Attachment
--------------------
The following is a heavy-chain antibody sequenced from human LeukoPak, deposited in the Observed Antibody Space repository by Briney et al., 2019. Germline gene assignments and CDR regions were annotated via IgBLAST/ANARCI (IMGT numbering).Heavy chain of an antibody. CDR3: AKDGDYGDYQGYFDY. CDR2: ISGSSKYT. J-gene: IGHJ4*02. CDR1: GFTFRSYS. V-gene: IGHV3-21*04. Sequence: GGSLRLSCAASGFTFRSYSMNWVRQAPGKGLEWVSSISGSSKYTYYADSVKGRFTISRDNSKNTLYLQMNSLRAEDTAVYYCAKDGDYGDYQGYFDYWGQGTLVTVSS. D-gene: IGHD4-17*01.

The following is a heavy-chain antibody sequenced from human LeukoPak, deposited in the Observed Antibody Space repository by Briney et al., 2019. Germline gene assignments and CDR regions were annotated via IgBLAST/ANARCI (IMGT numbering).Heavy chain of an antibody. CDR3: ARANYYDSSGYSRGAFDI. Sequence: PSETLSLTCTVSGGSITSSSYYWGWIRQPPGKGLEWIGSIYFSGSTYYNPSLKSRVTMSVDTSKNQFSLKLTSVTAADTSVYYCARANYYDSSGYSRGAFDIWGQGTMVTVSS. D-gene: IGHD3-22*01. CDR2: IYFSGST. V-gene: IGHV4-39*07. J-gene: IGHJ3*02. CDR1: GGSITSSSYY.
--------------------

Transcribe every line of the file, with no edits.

The following is a heavy-chain antibody sequenced from human LeukoPak, deposited in the Observed Antibody Space repository by Briney et al., 2019. Germline gene assignments and CDR regions were annotated via IgBLAST/ANARCI (IMGT numbering).Heavy chain of an antibody. CDR3: AKDGDYGDYQGYFDY. CDR2: ISGSSKYT. J-gene: IGHJ4*02. CDR1: GFTFRSYS. V-gene: IGHV3-21*04. Sequence: GGSLRLSCAASGFTFRSYSMNWVRQAPGKGLEWVSSISGSSKYTYYADSVKGRFTISRDNSKNTLYLQMNSLRAEDTAVYYCAKDGDYGDYQGYFDYWGQGTLVTVSS. D-gene: IGHD4-17*01.

The following is a heavy-chain antibody sequenced from human LeukoPak, deposited in the Observed Antibody Space repository by Briney et al., 2019. Germline gene assignments and CDR regions were annotated via IgBLAST/ANARCI (IMGT numbering).Heavy chain of an antibody. CDR3: ARANYYDSSGYSRGAFDI. Sequence: PSETLSLTCTVSGGSITSSSYYWGWIRQPPGKGLEWIGSIYFSGSTYYNPSLKSRVTMSVDTSKNQFSLKLTSVTAADTSVYYCARANYYDSSGYSRGAFDIWGQGTMVTVSS. D-gene: IGHD3-22*01. CDR2: IYFSGST. V-gene: IGHV4-39*07. J-gene: IGHJ3*02. CDR1: GGSITSSSYY.